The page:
The distributions of the constraints encountered are presented on Table IV. Results indicated that lack of agrochemical is the most important constraint faced by the spinach farmers interviewed. The lack may be associated with high cost or shortage of supply. So it is hardly surprising that lack of funds is one of the major production constraints encountered by the respondents. This is probably due to cash trapped nature of small scale farmers in rural communities especially in developing countries like Nigeria, since cash is necessary for the purchase of inputs and other equipment which are normally associated with improved technology [28]. High cost of inputs is the next important constraint but bears close relationship with the earlier ones and shortage in supply of the inputs or the long marketing chain before the inputs gets to the farmers [28]. High costs of labour is also a major constraint, this could be due to shortage accentuated by migration from farms to towns and cities in search of more comfortable jobs or due to high demand at certain critical stages of farm operations. Lack of farmers’ co-operatives or farmers associations was also one of the problems encountered. Effective farmers’ association has been very useful in microcredit management and is a source of coercion and persuasion for farmers to adopt innovations and improved technologies in a band wagon manner [e.g. 28]. Some of the respondents indicated that the improved technology was too complex for adoption, this shows that the extension workers
Efficiency Indices of spinach farmers

Efficiency Index



0.01 – 0.10



0.11 – 0.20



0.21 – 0.30



0.31 – 0.40



0.41 – 0.50



0.51 – 0.60



0.61 – 0.70



0.71 – 0.80



0.81 – 0.90



0.91 – 1.00









Maximum Value



Minimum Value



  1. Problems encountered by the respondents

Production Problems



Lack of Agrochemical



Lack of Funds



High cost of Inputs



Pests and Diseases attack



High cost of labour



Lack of Market information



Drought/inadequate water for irrigation



Inadequate Extension contact



No farmers’ co-operatives/Associations



Technology too Complex



are not properly trained to disseminate innovative messages to the farmers; sometimes extension staff are poorly trained and know little more than the farmers.


This study investigated the determinants of spinach production and factors affecting profit efficiency of the respondents. Spinach production was found to be profitable enterprise in the study area and farm size was significant at explaining the profit efficiency of the farmers. The results show that the farmers are generally profit efficient but can improve on it by up to 55.5%. The major problems encountered by the farmers in spinach production include lack of agrochemicals, lack of funds, high cost of labour and improve technology being too complex for them. In view of these, fertilizer should be made available to the farmers by both private and public sectors at affordable rate. There may be need to sustain the subsidy policy within the current e-wallet system and ensure proper monitoring to ensure that the input gets to the intended beneficiaries. In addition, Extension agents should be adequately trained on improved practices; this will go a long way to facilitate the training of farmers on utilization of these inputs. Also, there is the need to encourage practicing and prospective entrants into spinach business by making production inputs available and opening up government land to practicing farmers. This will boost production, curb wide spread of poverty, create employment and improve the standard of living of the citizenry. Finally, credit policy should be expanded to enable farmers have access to credits. Government and private stakeholders should invest more on operational credit institutions with thorough supervision and monitoring to ensure that such credits gets to the target farmers.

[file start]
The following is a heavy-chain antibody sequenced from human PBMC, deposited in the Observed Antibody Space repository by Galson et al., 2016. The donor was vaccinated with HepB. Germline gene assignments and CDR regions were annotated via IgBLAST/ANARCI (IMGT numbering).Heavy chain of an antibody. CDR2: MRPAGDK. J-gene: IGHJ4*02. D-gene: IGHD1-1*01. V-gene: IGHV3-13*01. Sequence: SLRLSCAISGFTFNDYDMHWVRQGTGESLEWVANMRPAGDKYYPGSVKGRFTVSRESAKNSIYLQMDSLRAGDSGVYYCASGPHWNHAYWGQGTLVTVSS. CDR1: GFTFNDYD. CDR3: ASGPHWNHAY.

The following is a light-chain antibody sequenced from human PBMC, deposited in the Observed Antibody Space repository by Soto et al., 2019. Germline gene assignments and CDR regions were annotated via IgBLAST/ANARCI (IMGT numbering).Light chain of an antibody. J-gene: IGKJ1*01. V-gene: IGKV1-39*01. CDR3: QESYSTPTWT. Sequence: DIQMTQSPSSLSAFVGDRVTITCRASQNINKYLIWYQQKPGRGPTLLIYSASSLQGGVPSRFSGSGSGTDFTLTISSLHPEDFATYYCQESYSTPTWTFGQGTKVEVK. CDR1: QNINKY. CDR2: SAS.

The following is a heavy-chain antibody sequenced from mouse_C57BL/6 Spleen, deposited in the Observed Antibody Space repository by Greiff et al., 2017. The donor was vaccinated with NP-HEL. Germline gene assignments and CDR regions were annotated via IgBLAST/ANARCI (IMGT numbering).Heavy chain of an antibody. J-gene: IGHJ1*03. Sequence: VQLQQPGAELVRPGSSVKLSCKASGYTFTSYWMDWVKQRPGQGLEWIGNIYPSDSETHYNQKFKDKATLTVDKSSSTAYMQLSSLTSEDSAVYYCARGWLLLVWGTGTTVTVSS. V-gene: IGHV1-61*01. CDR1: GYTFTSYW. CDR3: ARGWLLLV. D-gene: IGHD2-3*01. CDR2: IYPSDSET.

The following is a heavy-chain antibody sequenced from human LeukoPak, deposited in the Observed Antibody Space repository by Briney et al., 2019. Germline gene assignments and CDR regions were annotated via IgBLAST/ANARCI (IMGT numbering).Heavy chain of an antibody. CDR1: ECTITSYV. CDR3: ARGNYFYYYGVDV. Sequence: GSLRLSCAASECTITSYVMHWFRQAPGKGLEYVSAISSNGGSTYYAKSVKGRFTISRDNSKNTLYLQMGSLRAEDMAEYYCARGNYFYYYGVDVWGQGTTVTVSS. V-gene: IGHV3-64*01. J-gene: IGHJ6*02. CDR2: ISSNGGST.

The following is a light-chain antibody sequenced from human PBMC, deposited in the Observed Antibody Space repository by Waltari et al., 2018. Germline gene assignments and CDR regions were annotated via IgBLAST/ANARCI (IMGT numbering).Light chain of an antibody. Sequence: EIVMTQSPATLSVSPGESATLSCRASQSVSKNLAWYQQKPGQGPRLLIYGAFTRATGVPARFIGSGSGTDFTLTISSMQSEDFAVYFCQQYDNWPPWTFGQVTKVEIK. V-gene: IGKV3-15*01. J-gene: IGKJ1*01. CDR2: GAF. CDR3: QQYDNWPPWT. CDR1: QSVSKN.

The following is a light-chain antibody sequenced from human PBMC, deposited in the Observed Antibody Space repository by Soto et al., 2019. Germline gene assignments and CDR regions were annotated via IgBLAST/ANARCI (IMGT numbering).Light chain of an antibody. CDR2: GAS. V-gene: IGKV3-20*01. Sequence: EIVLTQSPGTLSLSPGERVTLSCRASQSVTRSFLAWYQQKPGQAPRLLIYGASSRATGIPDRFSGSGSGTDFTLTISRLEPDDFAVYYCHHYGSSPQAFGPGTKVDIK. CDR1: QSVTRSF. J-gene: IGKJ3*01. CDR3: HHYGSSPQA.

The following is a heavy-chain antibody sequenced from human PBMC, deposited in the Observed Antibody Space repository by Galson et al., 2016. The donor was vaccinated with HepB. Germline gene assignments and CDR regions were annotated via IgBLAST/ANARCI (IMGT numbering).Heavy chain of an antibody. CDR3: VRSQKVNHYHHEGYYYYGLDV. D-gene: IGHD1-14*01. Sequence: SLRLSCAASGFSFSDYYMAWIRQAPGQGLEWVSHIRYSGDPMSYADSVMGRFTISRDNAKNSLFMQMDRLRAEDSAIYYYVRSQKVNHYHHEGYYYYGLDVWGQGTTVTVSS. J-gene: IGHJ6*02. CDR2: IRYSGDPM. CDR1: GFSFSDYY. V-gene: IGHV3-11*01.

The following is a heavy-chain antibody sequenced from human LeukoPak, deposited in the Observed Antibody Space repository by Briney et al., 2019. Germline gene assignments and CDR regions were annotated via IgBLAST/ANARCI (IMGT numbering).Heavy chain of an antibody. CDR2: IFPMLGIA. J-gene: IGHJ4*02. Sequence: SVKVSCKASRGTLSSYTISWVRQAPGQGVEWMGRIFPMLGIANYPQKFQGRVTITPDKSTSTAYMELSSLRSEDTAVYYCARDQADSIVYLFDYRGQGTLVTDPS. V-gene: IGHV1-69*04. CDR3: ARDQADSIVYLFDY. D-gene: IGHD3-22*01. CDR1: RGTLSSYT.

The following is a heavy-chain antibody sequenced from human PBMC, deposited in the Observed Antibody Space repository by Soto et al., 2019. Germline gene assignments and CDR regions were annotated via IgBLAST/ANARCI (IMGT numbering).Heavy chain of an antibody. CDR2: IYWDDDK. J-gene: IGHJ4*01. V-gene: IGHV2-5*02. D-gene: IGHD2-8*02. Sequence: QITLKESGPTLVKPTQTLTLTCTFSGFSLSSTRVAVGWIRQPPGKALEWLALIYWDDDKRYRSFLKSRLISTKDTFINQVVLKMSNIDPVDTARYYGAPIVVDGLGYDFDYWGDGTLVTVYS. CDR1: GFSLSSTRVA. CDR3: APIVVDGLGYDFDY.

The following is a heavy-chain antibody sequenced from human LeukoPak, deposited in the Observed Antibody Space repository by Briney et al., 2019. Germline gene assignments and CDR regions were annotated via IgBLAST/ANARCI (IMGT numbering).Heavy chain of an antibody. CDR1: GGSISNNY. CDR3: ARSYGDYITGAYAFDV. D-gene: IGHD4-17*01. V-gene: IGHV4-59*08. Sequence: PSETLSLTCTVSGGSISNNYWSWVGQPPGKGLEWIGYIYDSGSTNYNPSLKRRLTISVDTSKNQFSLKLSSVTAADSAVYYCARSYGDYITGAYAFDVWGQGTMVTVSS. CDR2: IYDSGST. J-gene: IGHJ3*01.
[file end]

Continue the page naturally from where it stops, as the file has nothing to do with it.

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  1. [27] Ohajianya, D.O. (2012). Discriminant Analysis of Rural Households Unemployment status in Imo State, Nigeria. Greener Journal of Social Sciences 2(6): 230-236.
  2. [28] Tsado, J. H, R.S. Olaleye, J.N.Nmadu, O.J. Ajayi & I.S. Umar (2010). Sustaining extension activities in yam production: an assessment of the productivity constraints of farmers in Yagba Local Government Area of Kogi State in Nmadu, JN, MA Ojo, US Mohammed, KM Baba, FD Ibrahim and ES Yisa (eds.) Commercial Agriculture, Banking Reforms and Economic Down-Turn: Setting a new Agenda for Agricultural Development in Nigeria. Proceedings of the 11th National Conference of the Nigerian Association of Agricultural Economists held at Federal University of Technology, Minna, Nigeria between 30th November and 3rd December
  4. Job N Nmadu obtained B.Sc. Agriculture from Ahmadu Bello University, Zaria (1987) then M.Sc. Agricultural Economics (1998) and Ph.D. in Agricultural Economics specializing in Econometrics (2002). He also obtained Diploma in Data Processing and Computer Programming (1995) from Soft Design Computer Institute, Zaria. He attended Advanced Leadership Course at Haggai Institute, Singapore in 2006 and obtained Competence as Trainer in 2011 at Olusegun Obasanjo Centre for Organic Research and Development (OOCORD) in conjunction with Nigerian Organic Agriculture Network (NOAN) facilitated by Agro Eco Louis Bolk Institute, Netherlands. He presently as Associate professor and the Second Vice President of Nigerian Association of Agricultural Economists (NAAE). He has supervised seven PhD students has more than 40 publications in local and international journals and conference proceedings. His current research is around poverty, food security and climate change.
  6. Salihu Abu Garba obtained a bchelor’s degree in Agriculture and Master of Technology in Agricultural Economics. He is an Education Officer with Department of Arts and Social Sciences, Federal Government College Minna, Nigeria under Federal Ministry of Education and teaches Agriculture and Economics.